In this blog post last week, I looked at some interesting numbers from a Cisco briefing that indicated phenomenal growth in connected devices (smartphones and tablets). There’s an ongoing trend towards using these devices while watching TV, sometimes as an alternative to watching adverts, sometimes to find out more information about products shown in the ads or even in the TV shows themselves. 

For advertisers, this is either great news or truly awful news, most likely a combination of the two, but even without a smartphone in their hand, the viewing habits of the consumer are changing. 

At Partisan, we’re advocates of Permission Marketing, along with the intelligent application of its associated principles. We believe that there’s a growing need to move away from the old Interruption Marketing methodology, and when you can’t, you need to do a great job with the actual ads. Many will agree with us to a degree but most big campaigns are still heavily slanted towards the holy grail of wide reaching television, and the vast majority of TVCs do and say the same thing they always did. The creaky old TVC still reigns supreme, after all, according to Neilsen, more Kiwis watch more TV than ever before, so how can advertisers possibly lose in this captive audience environment?

While it’s true that New Zealanders are watching more TV than ever, the way they’re watching it is changing. They’re certainly not captives any longer. Journalist Pat Pilcher has been writing about technology for a long time and his recent TV related posts on consumer technology site Witchdoctor make for interesting reading: 

“At home, the way I watch TV has undergone some pretty radical changes over the past 10 years. Nowadays I hardly ever watch live TV unless it happens to involve breaking news. The arrival of hard drive recorders also means television advertising is treated with the contempt it deserves and is swiftly dealt with via the fast forward button on my remote.”

“What is most significant however, is the diminishing role that TV plays in the viewing habits of my household. We still watch a lot of TV shows, but an unlimited broadband plan means that the bulk of our idiot box content is now sourced digitally from iTunes (and thanks to the liberal use of a proxy server that spoofs a US IP address, Hulu) or sometimes YouTube (where there’s a surprisingly good selection of movies and documentaries available). Add Quickflix to the mix and there’s little reason to bother with traditional broadcast TV at all. Sometimes we even watch the on-demand content from TVNZ and Sky (both of which are excellent).”

Pat’s comments mirror the behaviour of many of the TV viewers I know. While they may well plonk themselves in front of the TV for hours every night, they treat the ads exactly as Pat described them. Channels get changed, ads get fast-forwarded, the fridge gets investigated or the toilet gets occupied – whatever happens, the ads aren’t a big priority. The situation will get even hairier for advertisers once the number of connected devices in a household reaches critical mass and everyone is just surfing away at the end of a big, fat, fast broadband plan until the TV grabs their attention again. It’s quite likely to be MasterChef, Boardwalk Empire or Sons of Anarchy that grabs them, not your ad.

The TV companies will vehemently deny that there’s anything to worry about but here are some comments from readers on the Witchdoctor site:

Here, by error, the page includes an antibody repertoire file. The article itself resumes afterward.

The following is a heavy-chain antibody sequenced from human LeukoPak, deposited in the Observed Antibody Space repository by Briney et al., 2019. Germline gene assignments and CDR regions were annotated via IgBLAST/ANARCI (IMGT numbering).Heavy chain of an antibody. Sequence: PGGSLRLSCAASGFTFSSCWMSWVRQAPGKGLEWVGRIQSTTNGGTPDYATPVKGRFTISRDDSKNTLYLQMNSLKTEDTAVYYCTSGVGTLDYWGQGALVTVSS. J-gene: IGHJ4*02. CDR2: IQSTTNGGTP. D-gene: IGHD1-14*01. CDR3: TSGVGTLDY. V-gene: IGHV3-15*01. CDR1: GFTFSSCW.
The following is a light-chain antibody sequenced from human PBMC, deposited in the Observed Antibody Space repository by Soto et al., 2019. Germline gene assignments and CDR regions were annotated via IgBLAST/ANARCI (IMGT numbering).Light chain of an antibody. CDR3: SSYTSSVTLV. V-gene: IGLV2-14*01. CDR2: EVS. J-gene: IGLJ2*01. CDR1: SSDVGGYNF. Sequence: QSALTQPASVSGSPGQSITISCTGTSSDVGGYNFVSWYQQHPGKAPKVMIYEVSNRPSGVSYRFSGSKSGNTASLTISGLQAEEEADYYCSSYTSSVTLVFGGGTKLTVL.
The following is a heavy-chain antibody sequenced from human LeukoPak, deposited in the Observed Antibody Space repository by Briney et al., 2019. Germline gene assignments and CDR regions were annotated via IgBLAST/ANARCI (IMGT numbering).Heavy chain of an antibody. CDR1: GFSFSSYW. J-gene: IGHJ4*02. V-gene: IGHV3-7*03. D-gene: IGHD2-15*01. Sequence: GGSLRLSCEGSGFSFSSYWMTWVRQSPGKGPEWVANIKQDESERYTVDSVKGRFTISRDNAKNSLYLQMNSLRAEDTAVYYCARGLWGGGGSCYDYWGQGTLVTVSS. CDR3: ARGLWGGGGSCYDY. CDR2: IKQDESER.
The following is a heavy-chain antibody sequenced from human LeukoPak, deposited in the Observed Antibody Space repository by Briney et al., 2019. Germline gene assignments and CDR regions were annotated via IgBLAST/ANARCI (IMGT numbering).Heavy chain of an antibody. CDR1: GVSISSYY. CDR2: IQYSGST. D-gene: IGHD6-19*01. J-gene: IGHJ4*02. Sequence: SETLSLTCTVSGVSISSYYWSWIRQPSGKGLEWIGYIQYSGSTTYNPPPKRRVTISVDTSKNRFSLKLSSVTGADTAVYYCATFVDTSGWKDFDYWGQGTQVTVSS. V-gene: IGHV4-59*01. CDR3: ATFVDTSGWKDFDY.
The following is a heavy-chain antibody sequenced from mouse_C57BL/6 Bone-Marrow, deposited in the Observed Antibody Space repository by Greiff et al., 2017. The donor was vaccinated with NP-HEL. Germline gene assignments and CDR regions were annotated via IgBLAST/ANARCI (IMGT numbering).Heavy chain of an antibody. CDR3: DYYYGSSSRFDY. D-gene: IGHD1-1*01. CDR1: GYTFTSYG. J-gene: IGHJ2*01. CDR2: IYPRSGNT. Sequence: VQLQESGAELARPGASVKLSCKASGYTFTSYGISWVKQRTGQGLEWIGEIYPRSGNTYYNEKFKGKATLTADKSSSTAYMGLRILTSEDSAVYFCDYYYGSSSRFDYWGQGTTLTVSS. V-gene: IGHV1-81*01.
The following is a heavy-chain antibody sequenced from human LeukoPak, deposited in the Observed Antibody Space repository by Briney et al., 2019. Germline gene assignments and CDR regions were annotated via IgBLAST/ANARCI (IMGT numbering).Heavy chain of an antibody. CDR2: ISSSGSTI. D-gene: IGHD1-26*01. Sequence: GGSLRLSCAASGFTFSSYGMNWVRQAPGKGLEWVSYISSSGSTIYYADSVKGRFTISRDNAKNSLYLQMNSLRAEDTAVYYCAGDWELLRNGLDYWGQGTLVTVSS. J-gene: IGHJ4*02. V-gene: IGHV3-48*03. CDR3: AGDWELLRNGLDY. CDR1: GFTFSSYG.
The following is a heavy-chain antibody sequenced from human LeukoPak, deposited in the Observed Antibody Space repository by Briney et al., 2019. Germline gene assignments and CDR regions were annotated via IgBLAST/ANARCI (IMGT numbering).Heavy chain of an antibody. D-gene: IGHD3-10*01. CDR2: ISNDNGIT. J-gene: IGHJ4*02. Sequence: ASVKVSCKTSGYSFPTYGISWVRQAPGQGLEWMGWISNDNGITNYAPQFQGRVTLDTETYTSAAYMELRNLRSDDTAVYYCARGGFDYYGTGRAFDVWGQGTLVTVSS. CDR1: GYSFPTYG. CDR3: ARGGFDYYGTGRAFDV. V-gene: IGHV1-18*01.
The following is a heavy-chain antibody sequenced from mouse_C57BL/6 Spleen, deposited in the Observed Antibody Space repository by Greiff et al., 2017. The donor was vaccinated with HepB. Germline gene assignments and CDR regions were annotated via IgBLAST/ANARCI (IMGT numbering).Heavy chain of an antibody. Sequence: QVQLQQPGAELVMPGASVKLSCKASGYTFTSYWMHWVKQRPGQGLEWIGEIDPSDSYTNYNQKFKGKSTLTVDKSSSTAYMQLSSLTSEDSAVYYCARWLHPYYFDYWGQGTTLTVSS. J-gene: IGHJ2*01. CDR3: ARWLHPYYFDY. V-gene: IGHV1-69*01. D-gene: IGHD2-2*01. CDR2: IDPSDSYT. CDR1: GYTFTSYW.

• We hardly watch broadcast tv... its full of so called reality crap. Except TVNZ 7 that is, which is being killed off by our retarded government....We download all our shows, or watch them on demand, or on demand overseas via VPN.TVs aren't the one trick ponies they were...
  • We watch pretty much zero broadcast TV in our house. Using Fatso, we order DVDs (often TV shows) online, get them in the mail and watch them at our leisure before sending them back. No ads, no reality shows (no f*cking GC) and no crime drama. Even if there's a series we like on one of the channels, we just wait patiently until it comes out on DVD then either buy it or wait until Fatso has it available. We probably spend more time with books and music than with TV anyway.
  • We still watch TV, but while doing something else...I'm currently watching MySky while surfing Witchdoctor, and my partner, well she's vaguely watching and surfing who knows what on her laptop.

TV won’t disappear, it will evolve.The thing that will go the way of the dodo, is homes with numerous TV’s, littered through out the house. Instead, ‘television’ will be watched on tablets / computers / phones etc. I can already take a Freeview BluRay recorder and use it to stream TV shows directly to my iPhone – whether they’re on air, or on the HDD. So why buy a bedroom TV?

This change in behaviour seems to be widespread. A friend of mine recently wondered why he and his partner watch the good movies on TV even though they already have them on DVD. I asked if he watched the ads, his response was: “Haha, hardly... I'm usually attached to the computer screen.” 

That’s a tiny snapshot but ask around just like I have; check to see how your friends and family watch TV. Still reckon your TVC is reaching, I mean really reaching, the hundreds of thousands of people you think it is? Anyone buy the theory that the mere flash of a TVC seen before the channel is changed or the high-speed flicker of a fast-forwarded TVC is still effective?

Television is evolving. TVCs are still the gold standard but is their effectiveness dropping? What are you doing to plan for these new viewing habits? Is your advertising agency saying: “She’ll be right?” That’s what the music industry said, the publishing houses too. It’s time to think outside the square and look for new ways to reach your consumers because technology is surely giving them more ways to ignore your messages.